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LONDON (Reuters) - The chair of Britain's antivirals taskforce declined to comment directly about talks over Merck & Co Inc's experimental oral COVID-19 drug molnupiravir, but hinted at Britain's interest in buying the potential breakthrough pill.
Taskforce chair Eddie Gray was speaking to reporters after interim clinical trial results published on Thursday showed molnupiravir reduced the chance of hospitalisation or death for patients at risk of severe disease by about 50%.
"We are involved in looking closely at all of the options available, but we're really not in a position to give out the details around specific conversations at this moment in time," he told a briefing about molnupiravir after the results were published, which was also attended by a Merck representative.
Asked in the online briefing when he could give more details, he said: "The emergence of phase III data tends to accelerate all processes of this type, but I couldn't give you a specific date."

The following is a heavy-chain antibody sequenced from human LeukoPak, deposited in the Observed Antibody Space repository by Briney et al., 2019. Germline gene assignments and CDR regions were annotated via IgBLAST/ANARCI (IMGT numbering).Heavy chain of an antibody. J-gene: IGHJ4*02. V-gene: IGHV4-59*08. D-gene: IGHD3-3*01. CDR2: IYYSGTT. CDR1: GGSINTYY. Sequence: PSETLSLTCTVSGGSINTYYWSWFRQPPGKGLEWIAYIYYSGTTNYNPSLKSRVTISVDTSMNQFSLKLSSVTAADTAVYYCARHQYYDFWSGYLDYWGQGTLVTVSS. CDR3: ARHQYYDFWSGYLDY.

Speaking alongside Merck's vice president for infectious diseases discovery, Daria Hazuda, Gray hinted that Britain would look to buy the drug, saying: "I have chosen to turn up today to be here. Read into that what you wish."
Merck and partner Ridgeback Biotherapeutics plan to seek U.S. emergency use authorisation for the pill as soon as possible, and to submit applications to regulatory agencies worldwide. Due to the positive results, the Phase III trial is being stopped early at the recommendation of outside monitors.
If authorised, molnupiravir, which is designed to introduce errors into the genetic code of the coronavirus, would be the first oral antiviral medication for COVID-19.
"We're committed to making this drug rapidly available in the UK," Merck's Hazuda said.
(Reporting by Alistair Smout; Editing by David Clarke)